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I recently saw a declaration of enum that looks like this:

<Serializable()>
<Flags()>
Public Enum SiteRoles

    ADMIN = 10 << 0
    REGULAR = 5 << 1
    GUEST = 1 << 2

End Enum

I was wondering if someone can explain what does "<<" syntax do or what it is used for? Thank you...

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2 Answers 2

up vote 1 down vote accepted

These are bitwise shift operations. Bitwise shifts are used to transform the integer value of the enum mebers here to a different number. Each enum member will actually have the bit-shifted value. This is probably an obfuscation technique and is the same as setting a fixed integer value for each enum member.

Each integer has a binary reprsentation (like 0111011); bit shifting allows bits to move to the left (<<) or right (>>) depending on which operator is used.

For example:

10 << 0 means: 1010 (10 in binary form) moved with 0 bits left is 1010

5 << 1 means: 101 (5 in binary form) moved one bit to the left = 1010 (added a zero to the right) so 5 << 1 is 10 (because 1010 represents the number 10)

and etc.

In general the x << y operation can be seen as a fast way to calculate x * Pow(2, y);

You can read this article for more detailed info on bit shifting in .NET http://www.blackwasp.co.uk/CSharpShiftOperators.aspx

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Ok thanks for the tutorial I undestand what the syntax does but I'm still confused as to why would you use it within an Enum...? What an I trying to gain here? This enum is used to define Roles for a custom Authorize Attribute. the link is here: schotime.net/blog/index.php/2009/02/17/… –  Marko Oct 28 '11 at 20:45
    
Well, it is important to notice the Flags attribute. This is used for enums whose values are bitwise flags. Each value's binary form is a flag, or set of flags (0s and 1s). An integer has 32 bits therefore 32 positions. Each position can represent a flag and each 1 says the flag is set, each 0 says the flag is cleared. These flags may correspond to some permissions in the system where 1 means the role has the permission, 0 means the opposite. The bitwise sintax here is used either to easily set the bitwise flags for each role, or for obfuscation (making the code harder to read/understand). –  Ivaylo Slavov Oct 28 '11 at 20:51

The ENUM has a Flags attribute which means that the values are used as bit flags.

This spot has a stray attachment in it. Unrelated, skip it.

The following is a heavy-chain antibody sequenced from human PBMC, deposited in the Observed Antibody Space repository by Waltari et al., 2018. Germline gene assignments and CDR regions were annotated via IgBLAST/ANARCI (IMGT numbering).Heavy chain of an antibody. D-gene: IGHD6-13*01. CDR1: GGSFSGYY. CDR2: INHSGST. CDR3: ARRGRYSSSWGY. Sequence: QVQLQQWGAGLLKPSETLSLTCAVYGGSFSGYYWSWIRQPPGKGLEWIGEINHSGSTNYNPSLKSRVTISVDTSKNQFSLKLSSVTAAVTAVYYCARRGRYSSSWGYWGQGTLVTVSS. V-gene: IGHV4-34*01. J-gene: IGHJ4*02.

Bit Flags are useful when representing more than one attribute in a variable

These are the flags for a 16 bit (attribute) variable (hope you see the pattern which can continue on to X number of bits., limited by the platform/variable type of course)

BIT1 = 0x1 (1 << 0)
BIT2 = 0x2 (1 << 1)
BIT3 = 0x4 (1 << 2)
BIT4 = 0x8 (1 << 3)
BIT5 = 0x10 (1 << 4)
BIT6 = 0x20 (1 << 5)
BIT7 = 0x40 (1 << 6)
BIT8 = 0x80 (1 << 7)
BIT9 = 0x100 (1 << 8)
BIT10 = 0x200 (1 << 9)
BIT11 = 0x400 (1 << 10)
BIT12 = 0x800 (1 << 11)
BIT13 = 0x1000 (1 << 12)
BIT14 = 0x2000 (1 << 13)
BIT15 = 0x4000 (1 << 14)
BIT16 = 0x8000 (1 << 15)

To set a bit (attribute) you simply use the bitwise or operator:

UInt16 flags;
flags |= BIT1; // set bit (Attribute) 1
flags |= BIT13; // set bit (Attribute) 13

To determine of a bit (attribute) is set you simply use the bitwise and operator:

bool bit1 = (flags & BIT1) > 0; // true;
bool bit13 = (flags & BIT13) > 0; // true;
bool bit16 = (flags & BIT16) > 0; // false;

In your example above, ADMIN and REGULAR are bit number 5 ((10 << 0) and (5 << 1) are the same), and GUEST is bit number 3.

Therefore you could determine the SiteRole by using the bitwise AND operator, as shown above:

UInt32 SiteRole = ...;
IsAdmin = (SiteRole & ADMIN) > 0;
IsRegular = (SiteRole & REGULAR) > 0;
IsGuest = (SiteRole & GUEST) > 0;

Of course, you can also set the SiteRole by using the bitwise OR operator, as shown above:

UInt32 SiteRole = 0x00000000;
SiteRole |= ADMIN;

The real question is why do ADMIN and REGULAR have the same values? Maybe it's a bug.

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Thank you this is also very useful info... Unfortunately I can't mark both as answers. –  Marko Oct 28 '11 at 21:03

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